“There is a greater focus on the issue of women’s safety in the public transport space, with more interventions, but we are not where we should be yet. We need to get to a place where women choose public transport as their preferred mode of transport and place of employment. We are on the right track.

“I would like to see a situation where, if I meet a young woman in Kenya and tell them that I had a career in making public transport safe for women, they would think it absurd. I would like to reach a point where when we talk about issues of inclusive mobility, it will be something that is unheard of, for younger generations to think that there was such a reality in Kenya.”

Naomi feels that boda boda (motorcycle taxi) riders get a bad reputation in Kenya, “they provide a much-needed service. If there was not a gap, then they wouldn’t be so popular, and they wouldn’t have grown so quickly.

“The problem is that policy and interventions did not keep up with this new mode of transport, and so we have seen a lot of fatalities. But at the same time this industry has created youth employment in a country where the majority of the population is aged below 35 years old (around 60 per cent) and the unemployment rate is high.

“Unfortunately, the youth that are running the boda bodas are not well trained, so we’ve seen a lot of bad effects come out of this industry.”

As members of the National Helmet Wearing Coalition in Kenya, Naomi explains that it has given Flone Initiative a platform to learn and to partner with other organisations.

“Being in regular coalition meetings and hearing about what others are working on has enabled us to see areas of synergy.”

The Kenya National Helmet Wearing Coalition is supporting Flone Initiative in developing a training manual and conducting training to target local government officials in Nakuru County, with a view to influencing a higher priority given to helmet safety on the part of enforcers. Flone has reached 80 officials which, combined with the new training materials, they hope to scale up to more counties in the near future and contribute to stronger enforcement.


Jackline Oundo – Motorcycle taxi rider

Jackline has been a boda boda (motorcycle taxi) rider by profession since 2013. In Kenya, the government has mandated that all boda boda riders be members of a Savings and Credit Cooperative Society (SACCO). Jackline is a member of the Kenya Riders and Owners (KRO) Boda Boda SACCO, which was set up in 2022 to support boda boda riders in Kibera sub-county in Kenya, home to the largest informal settlement in East Africa. KRO Boda Boda SACCO is also a member organisation of the National Helmet Wearing Coalition in Kenya.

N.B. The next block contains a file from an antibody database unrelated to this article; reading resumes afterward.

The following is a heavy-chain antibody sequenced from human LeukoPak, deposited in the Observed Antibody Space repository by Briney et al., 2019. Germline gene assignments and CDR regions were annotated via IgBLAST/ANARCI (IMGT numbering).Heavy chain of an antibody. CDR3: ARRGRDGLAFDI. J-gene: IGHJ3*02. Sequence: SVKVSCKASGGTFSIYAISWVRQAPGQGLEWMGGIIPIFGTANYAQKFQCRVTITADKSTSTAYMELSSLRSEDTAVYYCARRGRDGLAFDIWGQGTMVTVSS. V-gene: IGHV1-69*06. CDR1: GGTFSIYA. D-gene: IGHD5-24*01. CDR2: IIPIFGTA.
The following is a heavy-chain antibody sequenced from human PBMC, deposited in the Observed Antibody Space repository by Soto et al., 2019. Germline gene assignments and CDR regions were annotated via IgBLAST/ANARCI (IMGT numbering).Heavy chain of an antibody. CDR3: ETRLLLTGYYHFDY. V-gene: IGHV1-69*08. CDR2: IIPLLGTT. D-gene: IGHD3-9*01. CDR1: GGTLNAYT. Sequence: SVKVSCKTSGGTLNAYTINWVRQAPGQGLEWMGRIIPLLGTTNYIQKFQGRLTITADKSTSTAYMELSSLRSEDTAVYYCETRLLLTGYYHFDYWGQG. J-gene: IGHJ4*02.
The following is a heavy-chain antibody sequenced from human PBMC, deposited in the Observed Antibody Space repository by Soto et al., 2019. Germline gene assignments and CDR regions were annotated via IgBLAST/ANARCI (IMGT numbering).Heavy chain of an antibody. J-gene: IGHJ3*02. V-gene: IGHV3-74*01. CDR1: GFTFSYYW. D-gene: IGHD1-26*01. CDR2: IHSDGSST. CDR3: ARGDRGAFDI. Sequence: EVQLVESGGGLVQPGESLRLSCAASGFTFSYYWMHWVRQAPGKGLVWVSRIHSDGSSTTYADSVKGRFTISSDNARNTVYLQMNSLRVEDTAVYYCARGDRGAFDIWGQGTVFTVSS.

“I have been riding for ten years now, and I can say that riding a motorcycle has improved my life. When I started riding, I was a single mother of two children that I raised on my own. Through my work as a motorcycle taxi rider, I have been able to pay for their education.”

According to Jackline, accidents are a norm on the road in Kenya and more widely because there is so much going on.

“I have got into an accident several times. Yes, I have a helmet, a reflector, I have everything. Those who do not wear a helmet have their reasons, but for me as someone who knows the importance of it, I cannot go without it.

“Some say that it suffocates them, others say it presses their face, and some say it makes them uncomfortable on the road and they cannot turn properly. For me and my safety, I cannot go without a helmet.”

In the future, Jackline aspires to move away from working as a motorcycle taxi rider and instead sell motorcycles and spare parts.

“This sector continues to enroll and invest in female riders in large numbers. When I first started, I was one of the first. Ten years later, many more women have joined this sector and in another ten years, maybe we will then have a 50/50 split.”

Jackline explains that female riders face a lot of challenges: “some customers will say that because I am a woman, they will not be carried by me, or they come with other motives. They also question why I have left where women should work and joined this industry.

“I do not listen or take this in, what we take in is the money that we earn that has brought us here.

“I attend many training classes that teach us how to be safe on the road and defend ourselves.”

KRO Boda Boda SACCO offers several services to its 800 plus members in an attempt to overcome some of the key challenges facing the riders in Kenya. Founder and Chair Elly Kegode proactively encourages inclusivity within the industry by offering free training and support to female riders, and devoting considerable time to campaigning and mobilising riders, with the support of local media groups as champions of an end to gender-based violence in the sector.

Download Jackline’s story